Jan. 15 (Bloomberg) -- Wal-Mart Stores Inc., the world’s largest retailer, pledged to hire all honorably discharged U.S. veterans and buy an additional $50 billion in U.S. products in the coming decade.
The initiative to offer jobs to veterans within a year of leaving active duty may result in about 100,000 hires in the next five years, Bentonville, Arkansas-based Wal-Mart said today in a statement. About two-thirds of Wal-Mart’s products are made, sourced or grown in the U.S., the company said.
Wal-Mart said the hiring and sourcing pledges are meant to create jobs in the U.S., where the unemployment rate has been higher than 7 percent for more than four years. The retailer has about about 1.4 million employees in the country, according to a March regulatory filing.
“It’s a good pool of labor that fits well into how Walmart runs its business, with potential associates that are accustomed to a chain of command, standard operating procedures, disciplined scheduling,” Colin McGranahan, an analyst at Sanford C. Bernstein & Co. in New York, said today in an e-mail. “It also generates positive PR for Walmart at a time when the company could certainly use some.”
The U.S. Securities and Exchange Commission and the U.S. Department of Justice are probing allegations that Wal-Mart bribed officials to speed its expansion in Mexico. The company also has been criticized following reports that its suppliers were making garments at a Bangladesh factory where more than 100 people died in a November blaze. Earlier that month, the company came under fire for opening stores on Thanksgiving night, requiring employees to work on the holiday.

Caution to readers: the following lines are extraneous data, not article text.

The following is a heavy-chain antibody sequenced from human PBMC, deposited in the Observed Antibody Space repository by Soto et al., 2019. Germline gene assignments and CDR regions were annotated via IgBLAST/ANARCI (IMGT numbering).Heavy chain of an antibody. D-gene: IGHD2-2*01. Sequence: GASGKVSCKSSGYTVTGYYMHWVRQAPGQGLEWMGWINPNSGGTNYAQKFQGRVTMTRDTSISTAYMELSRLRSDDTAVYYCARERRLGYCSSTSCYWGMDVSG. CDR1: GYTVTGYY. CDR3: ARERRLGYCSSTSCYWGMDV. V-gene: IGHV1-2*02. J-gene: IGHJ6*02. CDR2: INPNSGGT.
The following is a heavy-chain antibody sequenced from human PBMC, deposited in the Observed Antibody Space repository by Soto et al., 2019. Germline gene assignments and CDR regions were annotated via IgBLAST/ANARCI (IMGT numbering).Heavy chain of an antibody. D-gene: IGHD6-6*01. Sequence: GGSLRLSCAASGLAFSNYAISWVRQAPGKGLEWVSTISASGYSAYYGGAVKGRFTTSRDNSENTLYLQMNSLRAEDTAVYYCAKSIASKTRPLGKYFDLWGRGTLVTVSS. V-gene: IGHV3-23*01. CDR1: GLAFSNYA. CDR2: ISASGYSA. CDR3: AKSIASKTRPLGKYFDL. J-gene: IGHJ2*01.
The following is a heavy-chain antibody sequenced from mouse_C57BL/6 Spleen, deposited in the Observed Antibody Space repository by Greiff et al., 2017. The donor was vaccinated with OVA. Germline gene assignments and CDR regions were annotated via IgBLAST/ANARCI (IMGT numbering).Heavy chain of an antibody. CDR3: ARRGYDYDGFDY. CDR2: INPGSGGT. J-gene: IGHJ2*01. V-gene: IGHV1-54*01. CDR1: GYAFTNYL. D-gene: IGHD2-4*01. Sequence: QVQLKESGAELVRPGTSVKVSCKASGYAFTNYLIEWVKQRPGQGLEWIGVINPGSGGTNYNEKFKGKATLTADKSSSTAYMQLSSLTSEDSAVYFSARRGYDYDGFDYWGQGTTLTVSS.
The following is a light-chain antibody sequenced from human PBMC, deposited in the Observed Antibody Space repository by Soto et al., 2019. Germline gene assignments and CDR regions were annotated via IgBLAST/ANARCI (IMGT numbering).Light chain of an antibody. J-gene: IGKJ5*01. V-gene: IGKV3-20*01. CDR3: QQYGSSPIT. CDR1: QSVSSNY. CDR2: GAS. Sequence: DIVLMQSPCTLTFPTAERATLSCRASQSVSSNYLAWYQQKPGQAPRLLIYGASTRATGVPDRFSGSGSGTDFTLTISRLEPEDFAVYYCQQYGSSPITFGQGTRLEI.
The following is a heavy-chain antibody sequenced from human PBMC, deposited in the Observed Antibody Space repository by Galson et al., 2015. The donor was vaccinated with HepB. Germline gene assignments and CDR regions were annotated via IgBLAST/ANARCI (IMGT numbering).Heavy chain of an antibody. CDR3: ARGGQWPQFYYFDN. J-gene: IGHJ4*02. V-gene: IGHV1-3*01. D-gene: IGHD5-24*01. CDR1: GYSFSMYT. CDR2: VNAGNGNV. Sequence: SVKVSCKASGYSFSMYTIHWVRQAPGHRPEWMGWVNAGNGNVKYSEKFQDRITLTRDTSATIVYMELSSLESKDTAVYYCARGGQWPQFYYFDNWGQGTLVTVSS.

First Lady Michelle Obama and U.S. Senator John McCain praised Wal-Mart’s hiring plan in statements released by the company and asked other businesses to follow its lead in helping veterans.
Aside from the positive publicity, the initiative could generate as much as $960 million in tax breaks for the retailer.
Under a U.S. tax provision that was extended through 2013, employers can get tax credits of as much as $9,600 for hiring veterans, depending on their disability status, hours of work and other criteria. The one-year extension was part of the tax law that President Barack Obama signed Jan. 2 and is estimated to cost the government $125 million in foregone revenue in the next decade.
The full $960 million in tax credits would only be reached if Wal-Mart hired all 100,000 employees from the category with the largest available credit and Congress extends the break for four more years. The actual number probably will be smaller because the $9,600 credit is available only for hiring disabled veterans with periods of unemployment exceeding six months.
Wal-Mart rose 0.1 percent to $68.39 at 11:10 a.m. in New York. The shares increased 14 percent last year, compared with a 13 percent gain for the Standard & Poor’s 500 Index.
Bill Simon, head of Wal-Mart’s U.S. stores, said today in remarks prepared for the National Retail Federation’s annual convention that Wal-Mart also would “bring more transparency to our scheduling system so part-time workers can choose more hours for themselves.” Employees and union-backed activists have complained in the past that Wal-Mart’s system leaves employees with erratic schedules and fewer hours than they want.
“We want all of our associates to find the career opportunities they want with Walmart,” Simon said in his prepared remarks. “We will make sure part-time associates have full visibility into full-time job openings in their stores and nearby stores, and that they always have first shot at those jobs.”
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